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June 12th, 2018, 10:58 AM  #1 
Newbie Joined: Jun 2018 From: USA Posts: 3 Thanks: 0  BoneHead in Search of Direction
Hello out there! I'm trying to calculate true growth year over year, and I'm thinking myself in circles. I dont know if I'm using the right terms. I understand basic growth% YoY which would be (TYLY)/LY. That being said, I am trying to capture growth factoring in the change in "members" in the data set between TY and LY. For example: I have a store that sold 1000 units TY and 700 LY over the same time period. Using a Basic Growth calc (1000700)/700 I would get an approximate 42.85% increase over LY for that time period. However, I am carrying 30% more items in my store TY than over the same period LY. How do I "even out" the TY/LY sales increase using the growth of Items offered TY/LY? Or in other words, how do I put TY and LY on equal footing? I'm stumped!!! 
June 12th, 2018, 11:38 AM  #2 
Senior Member Joined: May 2016 From: USA Posts: 1,038 Thanks: 423 
There is no perfect way to do this. It depends in part on what exactly is most important for you to know. It also depends in part on what numbers are available to you. If you know that a was last year's sales of what was in stock both years and b was this year's sales of those items and c was this year's sales of new items. So the percentage increase in total sales is $100 * \dfrac{b + c}{a}.$ The percentage increase due to "old" stock is $100 * \dfrac{b}{a}.$ The percentage increase due to "new" stock is $100 * \dfrac{c}{a}.$ That is sort of intuitive, but things get stranger if you do not have b and c separately.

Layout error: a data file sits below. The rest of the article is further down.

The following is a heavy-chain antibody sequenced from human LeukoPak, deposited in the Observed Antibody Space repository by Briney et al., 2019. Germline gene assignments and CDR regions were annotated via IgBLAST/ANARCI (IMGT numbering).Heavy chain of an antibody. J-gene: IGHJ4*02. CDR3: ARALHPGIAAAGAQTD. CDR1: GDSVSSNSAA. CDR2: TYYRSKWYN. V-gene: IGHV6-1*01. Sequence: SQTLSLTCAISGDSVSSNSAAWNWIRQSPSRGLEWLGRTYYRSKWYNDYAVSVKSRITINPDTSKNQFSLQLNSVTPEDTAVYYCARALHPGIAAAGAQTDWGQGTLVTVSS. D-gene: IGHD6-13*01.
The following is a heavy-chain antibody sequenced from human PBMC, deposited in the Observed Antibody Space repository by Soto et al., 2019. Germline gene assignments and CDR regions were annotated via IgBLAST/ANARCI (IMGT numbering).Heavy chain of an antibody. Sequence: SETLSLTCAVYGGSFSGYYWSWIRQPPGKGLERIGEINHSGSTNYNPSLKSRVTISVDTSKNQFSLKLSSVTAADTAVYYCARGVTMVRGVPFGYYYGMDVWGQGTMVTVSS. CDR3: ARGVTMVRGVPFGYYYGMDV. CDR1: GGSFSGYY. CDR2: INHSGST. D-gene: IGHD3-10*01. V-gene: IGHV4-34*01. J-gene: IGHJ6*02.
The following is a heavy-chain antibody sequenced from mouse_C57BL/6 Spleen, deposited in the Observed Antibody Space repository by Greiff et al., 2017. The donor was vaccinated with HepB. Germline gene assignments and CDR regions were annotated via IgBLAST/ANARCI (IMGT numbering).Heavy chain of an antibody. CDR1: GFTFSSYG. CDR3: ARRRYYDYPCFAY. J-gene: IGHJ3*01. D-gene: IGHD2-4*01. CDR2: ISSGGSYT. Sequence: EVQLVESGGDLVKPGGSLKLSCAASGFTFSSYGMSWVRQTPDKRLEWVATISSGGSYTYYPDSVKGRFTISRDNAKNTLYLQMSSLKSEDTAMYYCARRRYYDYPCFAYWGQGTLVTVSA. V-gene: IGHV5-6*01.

June 12th, 2018, 01:49 PM  #3 
Newbie Joined: Jun 2018 From: USA Posts: 3 Thanks: 0 
Thanks for the reply!. Yes...things are about to get stranger as I do not have b and c separate. I know the Sales TY and Sales LY, and the # of items TY and the # of items LY...but I do not know if there were any items overlapping between TY and LY. Do I have any options? 
June 12th, 2018, 02:58 PM  #4  
Senior Member Joined: May 2016 From: USA Posts: 1,038 Thanks: 423  Quote:
You said in your first post that you stocked 30% more kinds of items this year. Now in the absence of any information, I'd guess that you added some early in the year and some late in the year, meaning that, on average, your sales of new items were for half a year, not a full year. So let's say as a crude estimate that new items represented 8%, 15%, or 22% of sales. Let a be last year's sales and b be this year's sales. Then sales growth overall is obviously $100 * \dfrac{b  a}{a}\%.$ $\text {Estimated sales of new items } = 8\% \implies$ $\text {Estimated percentage increase in sales of old items } = 100 * \dfrac{0.92b  a}{a}\%.$ The 0.92 = 1  0.08. Follow the logic? Notice I was clear that it was an estimate; otherwise you begin believing that guesses are truth. But we made different guesses. So work those out too. $\text {Estimated sales of new items } = 15\% \implies$ $\text {Estimated percentage increase in sales of old items } = 100 * \dfrac{0.85b  a}{a}\%.$ $\text {Estimated sales of new items } = 22% \implies$ $\text {Estimated percentage increase in sales of old items } = 100 * \dfrac{0.78b  a}{a}\%.$ If the three answers are not that different, you can have a fair amount of confidence that the numbers are reasonable. If the numbers are quite different, the best you can say is that it is probably better than x but worse than y. The other thing that this analysis shows is that you want to know, by type, the number of items sold and sales revenue. Your POS system should be able to track that for you. Last edited by skipjack; June 14th, 2018 at 11:02 AM.  
June 14th, 2018, 07:10 AM  #5 
Newbie Joined: Jun 2018 From: USA Posts: 3 Thanks: 0 
Thank you! I can work with this


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